53. 53. •  “They said don’t recall any rashes or itches after swimming”. •  “In fact, in their pre-travel visit, I have already warned them not to swim in fresh water in Africa. Unfortunately they seem to forget my advise.” •  “But last night, they saw a news about an outbreak of Schistosomiasis in Africa. They seems to realize my words and getting panic.” 
  54. 54.  “Doc, which investigations do you recommend?” Pix source: nongbeempea.blogspot.com/p/blog-page_9600.html 
  55. 55. Schistosomiasis in returned travelers  What history should you take? 
  56. 56. “Where exactly is Cameroon?”  Pix source: worldatlas.com 
  57. 57. “Where exactly is Schistosomiasis?”  •  Schistosoma mansoni  •  Schistosoma japonicum  •  Schistosoma mekongi Pix source: esciencenews.com: kenyafootball.com; who.int/schistosomiasis/epidemiology; en.wikipedia.org 
  58. 58. “Where exactly is Schistosomiasis?” Pix source: www.taotaotasi.com 
  59. 59. Schistosomiasis Outbreak!!  “Construction of dams became popular in Africa for intended economic benefits. By blocking saltwater from flowing into freshwater, governments expected to open thousands of acres of land for development and agricultural prosperity.     In fact, the construction of dams has subsequently been linked to the outbreak of schistosomiasis, damming rivers having changed the habitat favorably for an explosion in the number of schistosome-hosting snails…”     Source: www.projet-crevette.org/index.php?option=com_content&view=article&id=25&Itemid=149&lang=en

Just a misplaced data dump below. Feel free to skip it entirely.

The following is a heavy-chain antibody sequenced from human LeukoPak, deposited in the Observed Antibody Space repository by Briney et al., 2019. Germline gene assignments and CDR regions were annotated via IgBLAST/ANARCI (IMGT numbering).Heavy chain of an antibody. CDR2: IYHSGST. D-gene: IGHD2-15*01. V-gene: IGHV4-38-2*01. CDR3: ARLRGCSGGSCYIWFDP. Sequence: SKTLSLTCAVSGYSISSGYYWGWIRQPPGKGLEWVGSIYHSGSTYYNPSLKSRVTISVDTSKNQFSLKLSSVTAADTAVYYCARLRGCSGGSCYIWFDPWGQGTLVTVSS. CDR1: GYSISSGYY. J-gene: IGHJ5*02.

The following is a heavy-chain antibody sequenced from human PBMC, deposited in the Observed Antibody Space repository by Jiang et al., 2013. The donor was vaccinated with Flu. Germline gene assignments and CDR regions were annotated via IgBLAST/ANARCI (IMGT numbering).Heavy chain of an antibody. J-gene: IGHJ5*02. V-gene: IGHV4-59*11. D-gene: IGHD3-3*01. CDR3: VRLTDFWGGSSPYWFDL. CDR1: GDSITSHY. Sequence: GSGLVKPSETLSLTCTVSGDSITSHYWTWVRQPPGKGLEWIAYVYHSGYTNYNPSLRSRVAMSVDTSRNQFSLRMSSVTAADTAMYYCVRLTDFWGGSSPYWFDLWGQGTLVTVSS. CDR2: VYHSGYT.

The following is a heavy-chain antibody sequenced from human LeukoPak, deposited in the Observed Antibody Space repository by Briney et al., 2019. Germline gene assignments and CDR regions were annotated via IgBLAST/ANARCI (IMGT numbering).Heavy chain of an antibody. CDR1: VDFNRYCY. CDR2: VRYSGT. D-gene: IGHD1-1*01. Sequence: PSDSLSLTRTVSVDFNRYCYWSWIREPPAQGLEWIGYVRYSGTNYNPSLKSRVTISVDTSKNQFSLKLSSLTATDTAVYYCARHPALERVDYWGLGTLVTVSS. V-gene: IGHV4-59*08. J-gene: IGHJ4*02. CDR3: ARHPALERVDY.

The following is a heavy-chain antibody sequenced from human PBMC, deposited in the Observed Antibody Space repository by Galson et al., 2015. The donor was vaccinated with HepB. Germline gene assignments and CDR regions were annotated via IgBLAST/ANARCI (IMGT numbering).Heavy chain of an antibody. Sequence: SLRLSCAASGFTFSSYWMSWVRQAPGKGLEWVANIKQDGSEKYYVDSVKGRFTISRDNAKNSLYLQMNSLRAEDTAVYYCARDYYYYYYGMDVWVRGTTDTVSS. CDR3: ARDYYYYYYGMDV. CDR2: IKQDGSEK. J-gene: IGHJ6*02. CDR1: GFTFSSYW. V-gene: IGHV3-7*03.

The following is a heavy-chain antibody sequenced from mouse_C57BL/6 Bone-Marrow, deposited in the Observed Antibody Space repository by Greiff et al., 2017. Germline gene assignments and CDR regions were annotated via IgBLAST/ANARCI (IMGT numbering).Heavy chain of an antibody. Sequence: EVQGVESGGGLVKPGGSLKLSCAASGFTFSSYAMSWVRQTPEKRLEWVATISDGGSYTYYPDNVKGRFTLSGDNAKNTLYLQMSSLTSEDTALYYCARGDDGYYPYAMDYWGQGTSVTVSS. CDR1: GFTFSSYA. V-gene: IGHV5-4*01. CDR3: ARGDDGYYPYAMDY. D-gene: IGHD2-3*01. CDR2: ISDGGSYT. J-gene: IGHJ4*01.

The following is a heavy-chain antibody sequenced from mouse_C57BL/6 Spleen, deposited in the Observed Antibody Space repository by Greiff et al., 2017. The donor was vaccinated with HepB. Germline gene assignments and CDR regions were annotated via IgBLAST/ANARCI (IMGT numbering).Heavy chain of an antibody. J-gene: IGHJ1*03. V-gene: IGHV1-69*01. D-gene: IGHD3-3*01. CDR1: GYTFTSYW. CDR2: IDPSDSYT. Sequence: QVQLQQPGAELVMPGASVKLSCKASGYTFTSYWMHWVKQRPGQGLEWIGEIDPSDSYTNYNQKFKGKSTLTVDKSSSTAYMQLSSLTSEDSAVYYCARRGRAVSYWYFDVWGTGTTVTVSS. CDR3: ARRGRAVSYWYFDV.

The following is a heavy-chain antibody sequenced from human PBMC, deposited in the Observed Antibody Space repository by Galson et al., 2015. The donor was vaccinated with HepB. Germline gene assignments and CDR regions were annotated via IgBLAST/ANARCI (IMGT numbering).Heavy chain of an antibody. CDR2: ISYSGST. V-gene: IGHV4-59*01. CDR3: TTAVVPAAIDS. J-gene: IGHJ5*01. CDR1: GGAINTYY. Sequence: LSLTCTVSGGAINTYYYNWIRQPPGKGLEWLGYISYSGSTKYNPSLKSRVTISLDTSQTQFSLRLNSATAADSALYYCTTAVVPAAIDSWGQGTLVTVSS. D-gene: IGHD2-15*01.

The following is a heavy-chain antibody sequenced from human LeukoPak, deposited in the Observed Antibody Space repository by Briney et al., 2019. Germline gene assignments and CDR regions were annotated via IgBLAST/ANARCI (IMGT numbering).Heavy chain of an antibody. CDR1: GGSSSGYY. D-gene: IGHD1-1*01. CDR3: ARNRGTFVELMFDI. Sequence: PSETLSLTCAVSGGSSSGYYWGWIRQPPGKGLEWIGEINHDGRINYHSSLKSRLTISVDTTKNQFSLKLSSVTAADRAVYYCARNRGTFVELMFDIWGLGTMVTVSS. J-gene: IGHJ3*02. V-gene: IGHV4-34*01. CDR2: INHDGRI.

60. 60. •  Now, the physician intern says:  – “Now they have no symptoms except intense worry.”  – “Their physical exams are completely normal.”  – “What should I do next?” 
  61. 61. Asymptomatic Schistosomiasis   in returned travelers Which investigation will you suggest? (and when?) 
  62. 62. Recommendations •  It is recommended to wait 2-3 months if there is no symptom then:  – Request for stool, urine exam for schisto ova.  – Request for CBC, serology test. •  If the test became positive à Treatment should given. •  Praziquentel should be given 3 months after exposure in order to get maximum effects. 
  63. 63. Lessons Learned  •  In any medical practices, your patients may need:  – Pre-travel visit (Patients with international traveling)  – During-the-traveling visit (Foreigner patients)  – Post-travel visit (Returned travelers)  •  Prevention, Prevention, Prevention!!   Pix source: online.wsj.com 
  64. 64. “Think Globally, Act Locally” Pix source: : wnww.justfocus.org.nz